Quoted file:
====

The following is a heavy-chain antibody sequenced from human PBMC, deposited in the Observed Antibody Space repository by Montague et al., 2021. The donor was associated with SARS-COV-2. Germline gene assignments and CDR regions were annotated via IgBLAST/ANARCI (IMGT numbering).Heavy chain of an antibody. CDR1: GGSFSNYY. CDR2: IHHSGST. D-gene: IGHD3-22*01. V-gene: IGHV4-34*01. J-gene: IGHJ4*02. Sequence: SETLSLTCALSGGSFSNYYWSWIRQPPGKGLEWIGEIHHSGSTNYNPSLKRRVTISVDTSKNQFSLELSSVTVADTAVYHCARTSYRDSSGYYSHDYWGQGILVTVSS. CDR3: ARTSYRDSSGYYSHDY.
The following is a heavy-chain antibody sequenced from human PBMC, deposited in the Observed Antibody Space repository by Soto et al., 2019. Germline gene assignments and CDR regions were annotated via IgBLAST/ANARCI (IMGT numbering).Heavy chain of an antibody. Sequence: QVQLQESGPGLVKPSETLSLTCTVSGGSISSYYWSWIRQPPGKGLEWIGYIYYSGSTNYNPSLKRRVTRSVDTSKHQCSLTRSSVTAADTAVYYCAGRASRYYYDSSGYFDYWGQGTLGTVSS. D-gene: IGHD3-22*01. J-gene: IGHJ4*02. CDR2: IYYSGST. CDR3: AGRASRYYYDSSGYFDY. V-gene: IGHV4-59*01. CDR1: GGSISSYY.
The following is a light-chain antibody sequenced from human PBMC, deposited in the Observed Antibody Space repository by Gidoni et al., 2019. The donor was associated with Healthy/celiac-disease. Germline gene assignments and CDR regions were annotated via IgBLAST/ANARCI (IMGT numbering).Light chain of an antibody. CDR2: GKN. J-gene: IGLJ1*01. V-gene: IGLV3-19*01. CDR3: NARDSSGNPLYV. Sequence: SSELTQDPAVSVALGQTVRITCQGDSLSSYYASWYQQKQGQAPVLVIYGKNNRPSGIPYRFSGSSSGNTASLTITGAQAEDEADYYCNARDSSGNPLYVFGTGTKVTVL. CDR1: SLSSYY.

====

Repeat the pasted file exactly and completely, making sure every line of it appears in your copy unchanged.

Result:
The following is a heavy-chain antibody sequenced from human PBMC, deposited in the Observed Antibody Space repository by Montague et al., 2021. The donor was associated with SARS-COV-2. Germline gene assignments and CDR regions were annotated via IgBLAST/ANARCI (IMGT numbering).Heavy chain of an antibody. CDR1: GGSFSNYY. CDR2: IHHSGST. D-gene: IGHD3-22*01. V-gene: IGHV4-34*01. J-gene: IGHJ4*02. Sequence: SETLSLTCALSGGSFSNYYWSWIRQPPGKGLEWIGEIHHSGSTNYNPSLKRRVTISVDTSKNQFSLELSSVTVADTAVYHCARTSYRDSSGYYSHDYWGQGILVTVSS. CDR3: ARTSYRDSSGYYSHDY.
The following is a heavy-chain antibody sequenced from human PBMC, deposited in the Observed Antibody Space repository by Soto et al., 2019. Germline gene assignments and CDR regions were annotated via IgBLAST/ANARCI (IMGT numbering).Heavy chain of an antibody. Sequence: QVQLQESGPGLVKPSETLSLTCTVSGGSISSYYWSWIRQPPGKGLEWIGYIYYSGSTNYNPSLKRRVTRSVDTSKHQCSLTRSSVTAADTAVYYCAGRASRYYYDSSGYFDYWGQGTLGTVSS. D-gene: IGHD3-22*01. J-gene: IGHJ4*02. CDR2: IYYSGST. CDR3: AGRASRYYYDSSGYFDY. V-gene: IGHV4-59*01. CDR1: GGSISSYY.
The following is a light-chain antibody sequenced from human PBMC, deposited in the Observed Antibody Space repository by Gidoni et al., 2019. The donor was associated with Healthy/celiac-disease. Germline gene assignments and CDR regions were annotated via IgBLAST/ANARCI (IMGT numbering).Light chain of an antibody. CDR2: GKN. J-gene: IGLJ1*01. V-gene: IGLV3-19*01. CDR3: NARDSSGNPLYV. Sequence: SSELTQDPAVSVALGQTVRITCQGDSLSSYYASWYQQKQGQAPVLVIYGKNNRPSGIPYRFSGSSSGNTASLTITGAQAEDEADYYCNARDSSGNPLYVFGTGTKVTVL. CDR1: SLSSYY.